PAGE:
Fortunately, the Fantastic Four have friends in high places--very high, as it turns out, as the Silver Surfer enters the fray and proves for all to see that humanity has let its fear blind it to Gabriel's true intentions:



And Gabriel's weakness, it seems, has been hiding--or, rather, flourishing--in plain sight:



The final page of the issue reveals Gabriel's true master, a threat the Earth has faced before and who's also been known to use a herald to warn a world of its end. It was the careful planning of Reed Richards that saved the human race that day, while also allowing us to retain some measure of dignity.  Perhaps we can reclaim some of that ourselves, now that the more fearful among us can replace the dread of an imminent doom with hopefully the optimism of a brighter future.

NEXT:

4 comments:

Rusty said...

Nice post - I'm not super familiar with Fantastic Four history, but I do know about Galactus and the Silver Surfer, so while reading the first part of this article I was thinking that it sounded like a blatant rip-off (if its possible for a comic to rip-off one of its former stories) of the Silver Surfer. Turns out that it kinda was.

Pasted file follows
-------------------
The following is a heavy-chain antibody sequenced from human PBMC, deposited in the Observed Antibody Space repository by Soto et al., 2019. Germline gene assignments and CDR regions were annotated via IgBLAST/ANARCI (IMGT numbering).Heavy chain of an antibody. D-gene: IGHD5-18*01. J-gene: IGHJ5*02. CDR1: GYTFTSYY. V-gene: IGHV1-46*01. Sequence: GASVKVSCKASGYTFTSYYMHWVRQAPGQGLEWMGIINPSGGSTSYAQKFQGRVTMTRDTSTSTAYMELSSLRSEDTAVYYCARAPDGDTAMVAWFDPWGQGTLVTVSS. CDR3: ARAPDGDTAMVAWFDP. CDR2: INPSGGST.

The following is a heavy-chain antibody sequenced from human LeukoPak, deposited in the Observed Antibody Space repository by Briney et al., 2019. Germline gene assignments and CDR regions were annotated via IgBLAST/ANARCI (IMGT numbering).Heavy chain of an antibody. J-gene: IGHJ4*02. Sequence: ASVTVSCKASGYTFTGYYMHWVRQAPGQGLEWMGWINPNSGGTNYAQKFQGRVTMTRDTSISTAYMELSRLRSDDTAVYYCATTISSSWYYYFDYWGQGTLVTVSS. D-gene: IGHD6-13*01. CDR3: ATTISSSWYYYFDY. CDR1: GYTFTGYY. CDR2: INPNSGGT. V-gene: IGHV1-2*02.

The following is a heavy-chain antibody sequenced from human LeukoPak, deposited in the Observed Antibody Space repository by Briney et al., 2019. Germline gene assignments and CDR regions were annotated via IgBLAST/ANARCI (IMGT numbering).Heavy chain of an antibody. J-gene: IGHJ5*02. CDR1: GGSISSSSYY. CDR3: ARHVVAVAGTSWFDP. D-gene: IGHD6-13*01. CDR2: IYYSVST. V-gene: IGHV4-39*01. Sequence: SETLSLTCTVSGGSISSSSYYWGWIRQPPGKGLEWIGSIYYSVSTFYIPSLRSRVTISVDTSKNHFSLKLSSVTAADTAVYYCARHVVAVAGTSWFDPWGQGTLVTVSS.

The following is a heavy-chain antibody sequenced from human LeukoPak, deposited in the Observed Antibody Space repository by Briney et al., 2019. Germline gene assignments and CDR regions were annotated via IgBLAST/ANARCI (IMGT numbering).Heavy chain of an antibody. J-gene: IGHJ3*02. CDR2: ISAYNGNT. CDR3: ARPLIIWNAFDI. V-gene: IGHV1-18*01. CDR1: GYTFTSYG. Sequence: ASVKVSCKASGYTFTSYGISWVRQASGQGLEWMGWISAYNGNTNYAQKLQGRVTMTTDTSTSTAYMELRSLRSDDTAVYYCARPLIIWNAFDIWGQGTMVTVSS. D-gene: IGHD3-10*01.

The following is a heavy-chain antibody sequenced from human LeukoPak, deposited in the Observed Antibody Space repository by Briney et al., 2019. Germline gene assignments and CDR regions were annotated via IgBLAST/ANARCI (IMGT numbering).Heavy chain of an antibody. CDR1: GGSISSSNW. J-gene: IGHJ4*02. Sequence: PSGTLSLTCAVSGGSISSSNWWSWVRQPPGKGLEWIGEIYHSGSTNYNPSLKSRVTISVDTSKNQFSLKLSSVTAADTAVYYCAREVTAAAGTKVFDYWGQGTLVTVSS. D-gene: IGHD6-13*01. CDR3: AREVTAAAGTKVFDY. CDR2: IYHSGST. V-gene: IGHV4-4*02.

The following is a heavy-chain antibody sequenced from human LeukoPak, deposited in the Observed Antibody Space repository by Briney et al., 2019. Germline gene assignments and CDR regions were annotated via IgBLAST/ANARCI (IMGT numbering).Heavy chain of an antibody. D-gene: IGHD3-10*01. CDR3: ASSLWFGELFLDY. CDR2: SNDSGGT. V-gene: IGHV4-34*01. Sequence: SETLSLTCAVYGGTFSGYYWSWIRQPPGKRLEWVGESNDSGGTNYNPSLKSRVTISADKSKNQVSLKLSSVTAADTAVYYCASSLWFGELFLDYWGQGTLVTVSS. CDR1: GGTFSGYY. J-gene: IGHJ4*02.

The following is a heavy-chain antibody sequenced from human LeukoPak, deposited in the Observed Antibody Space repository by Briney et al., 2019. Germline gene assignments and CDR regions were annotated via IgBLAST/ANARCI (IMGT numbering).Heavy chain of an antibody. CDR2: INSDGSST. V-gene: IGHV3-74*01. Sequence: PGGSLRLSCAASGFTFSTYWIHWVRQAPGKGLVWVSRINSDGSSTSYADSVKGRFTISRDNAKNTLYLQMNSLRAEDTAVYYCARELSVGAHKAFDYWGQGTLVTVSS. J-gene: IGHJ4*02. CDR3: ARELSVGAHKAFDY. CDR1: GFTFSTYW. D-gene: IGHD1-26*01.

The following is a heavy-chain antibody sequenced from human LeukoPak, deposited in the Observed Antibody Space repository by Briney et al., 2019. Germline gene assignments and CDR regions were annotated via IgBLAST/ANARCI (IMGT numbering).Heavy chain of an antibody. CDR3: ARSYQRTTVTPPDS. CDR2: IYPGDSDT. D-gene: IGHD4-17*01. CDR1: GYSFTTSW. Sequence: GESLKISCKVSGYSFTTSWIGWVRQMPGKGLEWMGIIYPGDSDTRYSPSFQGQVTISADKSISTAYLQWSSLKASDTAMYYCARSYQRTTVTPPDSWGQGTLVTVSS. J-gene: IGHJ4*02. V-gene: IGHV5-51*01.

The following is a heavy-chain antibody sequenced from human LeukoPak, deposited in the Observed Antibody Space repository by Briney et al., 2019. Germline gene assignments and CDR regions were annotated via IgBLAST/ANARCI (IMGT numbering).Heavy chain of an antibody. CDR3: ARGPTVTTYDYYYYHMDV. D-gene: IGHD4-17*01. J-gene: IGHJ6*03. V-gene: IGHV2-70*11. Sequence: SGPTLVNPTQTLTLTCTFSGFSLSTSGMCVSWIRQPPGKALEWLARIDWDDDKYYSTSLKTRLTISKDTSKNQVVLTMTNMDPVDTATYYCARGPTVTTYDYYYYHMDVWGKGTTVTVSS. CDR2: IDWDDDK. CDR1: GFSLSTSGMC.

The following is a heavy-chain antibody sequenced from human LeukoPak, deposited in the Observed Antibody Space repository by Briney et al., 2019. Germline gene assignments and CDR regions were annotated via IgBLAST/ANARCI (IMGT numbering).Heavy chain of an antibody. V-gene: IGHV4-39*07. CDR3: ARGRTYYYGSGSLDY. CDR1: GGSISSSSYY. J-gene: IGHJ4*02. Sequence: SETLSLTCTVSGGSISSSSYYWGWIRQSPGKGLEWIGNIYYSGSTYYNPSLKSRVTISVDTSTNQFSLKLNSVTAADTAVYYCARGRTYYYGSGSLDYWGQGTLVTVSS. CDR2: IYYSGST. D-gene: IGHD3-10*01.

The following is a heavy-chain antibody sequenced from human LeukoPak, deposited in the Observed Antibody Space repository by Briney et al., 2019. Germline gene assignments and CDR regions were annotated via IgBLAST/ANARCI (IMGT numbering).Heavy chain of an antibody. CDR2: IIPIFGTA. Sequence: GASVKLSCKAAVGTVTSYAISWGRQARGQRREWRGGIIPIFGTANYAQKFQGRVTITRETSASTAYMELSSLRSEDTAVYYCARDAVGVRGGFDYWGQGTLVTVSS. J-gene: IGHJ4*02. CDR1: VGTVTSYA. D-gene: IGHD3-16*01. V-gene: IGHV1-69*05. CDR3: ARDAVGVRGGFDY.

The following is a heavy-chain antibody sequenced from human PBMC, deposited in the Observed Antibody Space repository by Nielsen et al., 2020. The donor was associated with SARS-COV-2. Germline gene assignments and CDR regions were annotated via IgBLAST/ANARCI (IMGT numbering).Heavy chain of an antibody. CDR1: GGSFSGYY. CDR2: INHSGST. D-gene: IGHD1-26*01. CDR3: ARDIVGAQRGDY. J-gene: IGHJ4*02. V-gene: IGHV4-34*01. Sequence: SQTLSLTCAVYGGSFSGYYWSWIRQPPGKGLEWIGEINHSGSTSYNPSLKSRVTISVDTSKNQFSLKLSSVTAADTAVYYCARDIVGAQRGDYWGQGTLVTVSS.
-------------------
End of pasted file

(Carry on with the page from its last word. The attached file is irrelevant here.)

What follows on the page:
This issues looks like it was about 5-6 years after Galactus first terrorized Earth in former issues of FF - do you think the creators felt like they were losing readership or something and had to do another doomsday issue? It just seems like it wouldn't fly so well with readers, since they had been hearing about Surfer and Galactus for years. Maybe it was a dud of a storyline, and that could explain why I'd never heard of this Gabriel before.

Comicsfan said...